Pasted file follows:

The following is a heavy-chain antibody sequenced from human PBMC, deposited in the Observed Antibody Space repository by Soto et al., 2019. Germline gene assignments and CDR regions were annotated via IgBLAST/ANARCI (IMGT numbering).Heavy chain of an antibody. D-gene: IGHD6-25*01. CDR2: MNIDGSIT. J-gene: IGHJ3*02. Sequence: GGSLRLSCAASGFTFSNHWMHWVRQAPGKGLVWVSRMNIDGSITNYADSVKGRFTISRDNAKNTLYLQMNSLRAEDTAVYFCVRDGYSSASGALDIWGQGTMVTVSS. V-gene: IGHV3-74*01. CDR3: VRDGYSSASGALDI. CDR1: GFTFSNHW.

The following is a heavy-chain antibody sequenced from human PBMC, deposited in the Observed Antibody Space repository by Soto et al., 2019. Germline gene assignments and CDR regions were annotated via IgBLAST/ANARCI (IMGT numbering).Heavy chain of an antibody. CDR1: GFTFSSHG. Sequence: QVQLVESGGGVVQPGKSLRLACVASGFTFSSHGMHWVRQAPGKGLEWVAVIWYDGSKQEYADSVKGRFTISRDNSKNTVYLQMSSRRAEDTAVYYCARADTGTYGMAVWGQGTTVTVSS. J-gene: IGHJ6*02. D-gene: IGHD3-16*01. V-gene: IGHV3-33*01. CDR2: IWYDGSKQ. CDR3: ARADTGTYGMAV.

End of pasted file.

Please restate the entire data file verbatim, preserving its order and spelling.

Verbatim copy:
The following is a heavy-chain antibody sequenced from human PBMC, deposited in the Observed Antibody Space repository by Soto et al., 2019. Germline gene assignments and CDR regions were annotated via IgBLAST/ANARCI (IMGT numbering).Heavy chain of an antibody. D-gene: IGHD6-25*01. CDR2: MNIDGSIT. J-gene: IGHJ3*02. Sequence: GGSLRLSCAASGFTFSNHWMHWVRQAPGKGLVWVSRMNIDGSITNYADSVKGRFTISRDNAKNTLYLQMNSLRAEDTAVYFCVRDGYSSASGALDIWGQGTMVTVSS. V-gene: IGHV3-74*01. CDR3: VRDGYSSASGALDI. CDR1: GFTFSNHW.

The following is a heavy-chain antibody sequenced from human PBMC, deposited in the Observed Antibody Space repository by Soto et al., 2019. Germline gene assignments and CDR regions were annotated via IgBLAST/ANARCI (IMGT numbering).Heavy chain of an antibody. CDR1: GFTFSSHG. Sequence: QVQLVESGGGVVQPGKSLRLACVASGFTFSSHGMHWVRQAPGKGLEWVAVIWYDGSKQEYADSVKGRFTISRDNSKNTVYLQMSSRRAEDTAVYYCARADTGTYGMAVWGQGTTVTVSS. J-gene: IGHJ6*02. D-gene: IGHD3-16*01. V-gene: IGHV3-33*01. CDR2: IWYDGSKQ. CDR3: ARADTGTYGMAV.